As Asian-American writers are increasingly considered mainstream, populate “best books” and “books to watch” lists, and receive acclaim from both critics and the general public, there has been a rediscovery of works of some of the early pioneers. Louis Chu’s Eat a Bowl of Tea, just re-released by University of Washington Press as part of its Classics of Asian American Literature series, was first published in 1961, re-released in 1979 and adapted for film by Wayne Wang in 1989, also to critical acclaim.
Chu, born in 1915 in Toishan (Taishan) in southern China, immigrated to the New York area, where he finished high school, followed by college, a master’s degree and training in social work. He became New York’s first Chinese disc jockey. Set in Chinatown, Eat a Bowl of Tea was his only novel.
The book was revolutionary when it first came out, at a time when, writes Jeffrey Paul Chan in the introduction to the 1979 edition:
Missionary portraits and autobiographies depicting a Chinatown devoid of white characters, save for prostitutes, where gambling and adultery marked the Chinese criminal, unassimilable and pathologically opposed to Western ways, are numerous.
Even early Chinese American writers depicted Chinatown in stereotypical ways influenced by white Christian missionaries “anxious to assimilate the ‘heathen’ Chinese.” In Eat a Bowl of Tea, Louis Chu breaks from this norm and presents a realistic portrayal of the bachelor society of New York’s Chinatown in the late 1940s. Because of the exclusionary laws that prohibited Chinese male laborers from bringing their wives and families to the US, Chinatowns were predominately male back then.
In the book, the elders of New York’s Chinatown are loud and unapologetic, often cursing their friends’ mothers; Chu doesn’t translate when his characters speak in the Toishan dialect. Two old friends, Wang Wah Gay and Lee Gong, scheme to arrange the marriage of Wah Gay’s son and Lee Gong’s daughter. The men’s wives are back in China and they don’t want their children to suffer the same loneliness they were forced to endure because of immigration laws; by the late 1940s it was possible for Chinese American men to bring wives from China.
While arranged marriage was becoming passé in Chinatown at that time, the two friends feel like their children would make a good match. They are both upstanding, hard-working adults. Wah Gay’s son, Ben Loy, works as a waiter in Connecticut. And Lee Gong’s daughter, Mei Oi, is still back in the village in southern China where she’s enrolled at an English school. The two men don’t want their children to think they are meddling, so Ben Loy returns to China with the goal of finding a wife, but has no idea that he will be matched with the daughter of his father’s best friend. Mei Oi, on the other hand, is informed that Ben Loy will travel to her village with the intention of proposing. Just like the men who had left the village for brighter opportunities, Mei Oi is open to this arrangement.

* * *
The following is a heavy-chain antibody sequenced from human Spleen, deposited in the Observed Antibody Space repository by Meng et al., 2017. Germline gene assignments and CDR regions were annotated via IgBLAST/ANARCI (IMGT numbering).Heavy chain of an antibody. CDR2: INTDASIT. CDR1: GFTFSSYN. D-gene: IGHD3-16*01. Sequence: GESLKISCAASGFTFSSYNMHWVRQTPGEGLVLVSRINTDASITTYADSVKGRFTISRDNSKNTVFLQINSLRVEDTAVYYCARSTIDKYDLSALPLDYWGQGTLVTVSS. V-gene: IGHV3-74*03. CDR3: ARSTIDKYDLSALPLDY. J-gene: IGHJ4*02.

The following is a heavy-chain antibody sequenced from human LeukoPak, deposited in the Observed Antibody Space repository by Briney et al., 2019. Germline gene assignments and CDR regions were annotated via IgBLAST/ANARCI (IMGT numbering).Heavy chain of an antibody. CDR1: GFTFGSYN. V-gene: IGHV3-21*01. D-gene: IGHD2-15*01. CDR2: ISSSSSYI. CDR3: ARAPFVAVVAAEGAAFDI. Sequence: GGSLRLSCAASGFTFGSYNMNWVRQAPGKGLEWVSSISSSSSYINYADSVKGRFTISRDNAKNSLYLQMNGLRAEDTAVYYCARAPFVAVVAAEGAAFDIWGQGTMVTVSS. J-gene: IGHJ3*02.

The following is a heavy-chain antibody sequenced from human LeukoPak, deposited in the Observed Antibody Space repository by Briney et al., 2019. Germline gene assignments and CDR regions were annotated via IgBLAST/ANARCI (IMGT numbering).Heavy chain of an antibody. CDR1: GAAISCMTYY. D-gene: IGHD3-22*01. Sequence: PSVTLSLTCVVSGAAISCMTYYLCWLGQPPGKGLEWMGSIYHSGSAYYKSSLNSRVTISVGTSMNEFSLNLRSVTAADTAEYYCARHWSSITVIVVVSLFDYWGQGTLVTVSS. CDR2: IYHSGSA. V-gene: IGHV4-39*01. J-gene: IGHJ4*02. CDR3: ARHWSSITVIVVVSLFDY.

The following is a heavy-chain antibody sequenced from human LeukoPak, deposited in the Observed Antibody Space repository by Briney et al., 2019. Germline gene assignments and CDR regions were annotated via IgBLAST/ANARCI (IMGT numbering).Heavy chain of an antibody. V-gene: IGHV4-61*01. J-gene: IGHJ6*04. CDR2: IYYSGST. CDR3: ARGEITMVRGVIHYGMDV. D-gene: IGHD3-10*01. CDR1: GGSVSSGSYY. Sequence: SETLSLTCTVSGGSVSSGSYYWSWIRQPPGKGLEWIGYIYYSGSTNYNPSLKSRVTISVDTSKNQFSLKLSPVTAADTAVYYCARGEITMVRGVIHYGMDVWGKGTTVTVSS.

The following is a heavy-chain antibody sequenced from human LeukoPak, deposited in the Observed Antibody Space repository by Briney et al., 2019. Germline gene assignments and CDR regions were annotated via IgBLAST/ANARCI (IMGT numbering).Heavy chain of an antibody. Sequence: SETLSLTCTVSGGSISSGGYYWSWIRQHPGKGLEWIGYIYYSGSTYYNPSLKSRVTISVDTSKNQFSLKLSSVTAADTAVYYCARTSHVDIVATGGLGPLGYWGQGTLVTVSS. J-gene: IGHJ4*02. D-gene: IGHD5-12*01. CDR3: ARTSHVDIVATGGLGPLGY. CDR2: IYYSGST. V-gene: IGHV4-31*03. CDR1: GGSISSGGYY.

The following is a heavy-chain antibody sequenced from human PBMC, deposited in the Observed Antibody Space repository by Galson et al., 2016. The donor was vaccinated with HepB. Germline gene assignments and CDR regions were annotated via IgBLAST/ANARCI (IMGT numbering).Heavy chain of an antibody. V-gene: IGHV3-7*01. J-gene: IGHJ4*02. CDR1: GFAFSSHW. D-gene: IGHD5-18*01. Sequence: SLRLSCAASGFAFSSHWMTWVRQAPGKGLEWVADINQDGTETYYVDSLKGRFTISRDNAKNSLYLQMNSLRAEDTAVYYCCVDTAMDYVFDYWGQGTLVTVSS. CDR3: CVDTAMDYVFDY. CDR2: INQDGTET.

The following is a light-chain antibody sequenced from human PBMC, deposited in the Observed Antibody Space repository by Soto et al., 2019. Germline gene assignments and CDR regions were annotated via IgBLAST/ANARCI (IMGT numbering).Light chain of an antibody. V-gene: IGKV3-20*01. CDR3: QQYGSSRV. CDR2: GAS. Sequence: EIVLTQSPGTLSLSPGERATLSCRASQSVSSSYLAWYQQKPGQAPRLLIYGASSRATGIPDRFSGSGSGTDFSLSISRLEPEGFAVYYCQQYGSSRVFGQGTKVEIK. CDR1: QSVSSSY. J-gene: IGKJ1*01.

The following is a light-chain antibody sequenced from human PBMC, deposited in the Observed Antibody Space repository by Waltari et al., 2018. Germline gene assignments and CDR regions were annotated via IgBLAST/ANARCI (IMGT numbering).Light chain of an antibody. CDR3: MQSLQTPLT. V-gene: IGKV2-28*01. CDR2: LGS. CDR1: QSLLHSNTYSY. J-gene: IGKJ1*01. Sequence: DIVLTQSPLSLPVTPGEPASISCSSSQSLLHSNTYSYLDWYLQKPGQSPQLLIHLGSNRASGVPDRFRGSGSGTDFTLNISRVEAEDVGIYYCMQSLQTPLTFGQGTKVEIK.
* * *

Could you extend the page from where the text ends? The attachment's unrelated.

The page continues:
She knew she wouldn’t marry a farmer. A farmer’s wife worked from dawn till dusk out in the fields. She could see all around her farmers’ wives toiling incessantly, gathering firewood, turning the earth, planting, harvesting, exposed to the elements in all sorts of weather. Cracked hands. Calloused feet. A face bronzed and lined and hardened by the wind and sun. Not a pretty picture, but a common one. Marry a school teacher? Not Mei Oi. There was this common observation. Unless you’re poor, you would not be teaching.
Before Ben Loy meets Mei Oi, he had frequented so many prostitutes over the past five years that he’d contracted syphilis and gonorrhea multiple times. On his trip back to China, he stops in Hong Kong for a number of days and hires a different prostitute each night. Once the couple meets in the village, they fall in love at first sight. But the honeymoon will be short-lived.
Ben Loy is impotent; Mei Oi feels rejected. Enter Ah Song, a known wife-stealer and member of the Chinatown bachelor society. Ah Song preys on an unsuspecting Mei Oi. She cries over and over, “please don’t, please don’t” as she tries to push him away. He only tightens his grip on her.
Mei Oi’s affair with Ah Song was the sort of things that a country girl would never dream could happen to her. Once it happened it was not within the easy-going personality of Mei Oi to halt it.
It’s difficult to see this “relationship” as anything but coercion and rape. Even then, although the matter is handled within the community, Chu invokes the word as Ben Loy’s uncle pleads the case for Ah Song to be banished from New York Chinatown.
… We all have sons and daughters-in-law. Do you want your daughter-in-law to be raped by such a rascal as Ah Song? It is true that this Ah Song is a member of our organization, but we all know of his stinky reputation. We need not go into any elaborate details, for we do not want to keep you here and take away precious time. If we permit Ah Song to remain in our community, would this not be a license for him to continue his exploits? Who will be the next victim?
The result remains nuanced. Mei Oi doesn’t come out of this blameless in the novel, and her own husband feels betrayed, as do her father and father-in-law.
The couple decides to relocate to San Francisco, where they’re finally out of the reaches of their families and the pressures of New York. San Francisco brings the couple together and it is there that they work together to overcome Ben Loy’s impotence. With Mei Oi’s support, Ben Loy readily consults a Chinese herbalist in their new community.